This past Saturday I attended TiECon – a silicon valley institution that I’ve been wanting to go to for almost eight years. I’ll get to more about TiECon in a different post, but I wanted to tell a story that shocked me deeply.
So I was at this conference, listening to a session on the nuts & bolts of starting your own company, and decided to see what was going on in the twittersphere. I fired-up TweetDeck for iPhone and ran a new search. I found some interesting comments. Decided to ReTweet someone. But instead of tweeting as myself, it tweeted as @GoodtoKno – the corporate handle for Kno – the startup I worked for until a month ago. This isn’t good, I thought.
Normally on our team, it had been standard operating procedure to change all third-party-service passwords after someone left the team, and I was confident in my team’s intelligence and that they would have continued this procedure after my departure.
TweetDeck is, I think, the most popular desktop and perhaps the most popular iPhone twitter client out there. Now, I have TweetDeck set up with multiple accounts – which is one of TweetDeck’s best features. I can tweet from my @prasid handle, my @NetIPSeattle account (a non-profit I’ve worked with for years) and from my corporate handle (used to be @MSFT_Students, then @GoodtoKno, and now @BookRenter).
I figured it must have just been a slip of the finger – maybe I accidentally tweeted from @GoodtoKno and maybe, against-all-odds, my team never changed the password.
So I went back into compose a new tweet, retyped my tweet, made-sure that it was only going to send it as @prasid, and not the others, and hit Enter.
I scanned the twitterstream again – again the tweet showed up as having come from @GoodtoKno.
I tried going into Settings and re-authenticating the @GoodtoKno account – the reauthentication failed! “Well, good.” I thought. My old team IS smart enough to change the password, after-all. And now that TweetDeck knows my credentials to that account are invalid, it won’t let me tweet from @GoodtoKno again.
I tried again. Tweeting from @Prasid. Tweeting from @NetIPSeattle – both times it still tweeted on behalf of @GoodtoKno instead.
Finally, I tried updating the app. Even then, the error persisted.
This is ridiculous, I thought. So I stopped using TweetDeck for the day, and switched to Twitter’s own app, which was annoying, because Twitter’s iPhone app has limited search capabilities.
Then today, I got a note from our social media guy at Kno – who obviously noticed the tweets and figured it must be me. And so I decided to try a little experiment – I fired-up TweetDeck for the PC and sent something on-behalf-of @GoodtoKno -(something innocuous). And sure enough, it worked! I managed to tweet from the @GoodtoKno handle, even after my friend at Kno confirmed that he’d changed the password.
So, bottom-line, I have no interest in damaging Kno’s reputation, but if I did, TweetDeck would have provided a gaping security hole.
I did some digging and figured out that this is a known issue. Here’s an article about it. It essentially says that there’s a “Valet Key” (limited-access) key that’s given to apps when you sync them with Twitter, that allows the apps to do certain things. So even if you need to secure a twitter account that’s been hacked (or, in my case, change it after someone who had access leaves the company), you have to actually go into Twitter’s settings and also revoke the credentials (the valet key) that was given to all these third-party services that work on top of the twitter platform.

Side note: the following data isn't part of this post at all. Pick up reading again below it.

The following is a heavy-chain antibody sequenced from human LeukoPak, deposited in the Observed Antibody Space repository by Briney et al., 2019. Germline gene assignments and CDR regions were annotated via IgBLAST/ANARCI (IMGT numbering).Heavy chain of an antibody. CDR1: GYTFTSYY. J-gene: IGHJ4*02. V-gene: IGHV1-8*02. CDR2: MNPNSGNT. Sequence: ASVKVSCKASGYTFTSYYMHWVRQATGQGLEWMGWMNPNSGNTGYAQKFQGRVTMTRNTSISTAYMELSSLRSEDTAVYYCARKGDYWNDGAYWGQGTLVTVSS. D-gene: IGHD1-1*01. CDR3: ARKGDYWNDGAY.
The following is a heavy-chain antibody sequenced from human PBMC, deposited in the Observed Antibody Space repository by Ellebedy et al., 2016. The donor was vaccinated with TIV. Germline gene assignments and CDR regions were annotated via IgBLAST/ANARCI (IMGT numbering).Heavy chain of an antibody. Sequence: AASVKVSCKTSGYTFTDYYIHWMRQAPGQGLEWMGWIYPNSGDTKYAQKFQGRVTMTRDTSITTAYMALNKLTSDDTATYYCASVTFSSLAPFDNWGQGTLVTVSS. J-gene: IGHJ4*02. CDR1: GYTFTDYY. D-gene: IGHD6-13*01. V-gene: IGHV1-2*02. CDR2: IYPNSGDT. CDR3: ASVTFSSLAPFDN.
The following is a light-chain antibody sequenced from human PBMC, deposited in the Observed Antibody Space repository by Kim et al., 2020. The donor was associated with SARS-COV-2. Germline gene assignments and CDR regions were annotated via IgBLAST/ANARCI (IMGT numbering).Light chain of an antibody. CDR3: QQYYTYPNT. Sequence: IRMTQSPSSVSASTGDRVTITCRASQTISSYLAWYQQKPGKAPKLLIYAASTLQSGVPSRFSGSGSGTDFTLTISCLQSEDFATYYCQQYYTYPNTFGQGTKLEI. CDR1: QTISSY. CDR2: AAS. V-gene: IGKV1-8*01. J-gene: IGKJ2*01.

This still doesn’t explain why the TweetDeck mobile app wouldn’t let me tweet from my own handle at all. And I’m not sure if this is an issue with CoTweet as well. Perhaps any twitter service will have this flaw.
In the broader context of the marketing discipline, this is just one more step down the democratizing path toward equity between the brand and the consumer. For big consumer brands like Coca Cola, after pouring billions into building a brand over decades, with physical billboards, tv commercials on one of four tv networks, some with their own stadiums and skyscrapers, with print ads in newspaper read by 80% of the population in a given metro, today the power has shifted away from these media toward the internet, to services like Twitter and Facebook, where every message gets scrutinized, where the playing-field between Rebecca Black and Coca Cola is nearly-level.
And then, to realize that your brand’s mouthpiece is so vulnerable to hijacking, because it no longer lives in a TV studio where a commercial shot. It no longer lives on the web site you host in a back-office at HQ. The tip of your spear lives in the jumble that is a series of tubes somewhere between an iPhone, TweetDeck, and Twitter. Nowhere at all really. Just a series of misconnected tubes.
Just a day after this post, Twitter made an announcement about OAuth – saying that they’re going to start limiting the access that they give 3rd-party apps through the OAuth protocol, and also saying that they’re going to do more to make end-users aware of the security risks of going 3rd-party apps this kind of access. Here’s the post from TC. This may break some of our apps, but it will close a security hole.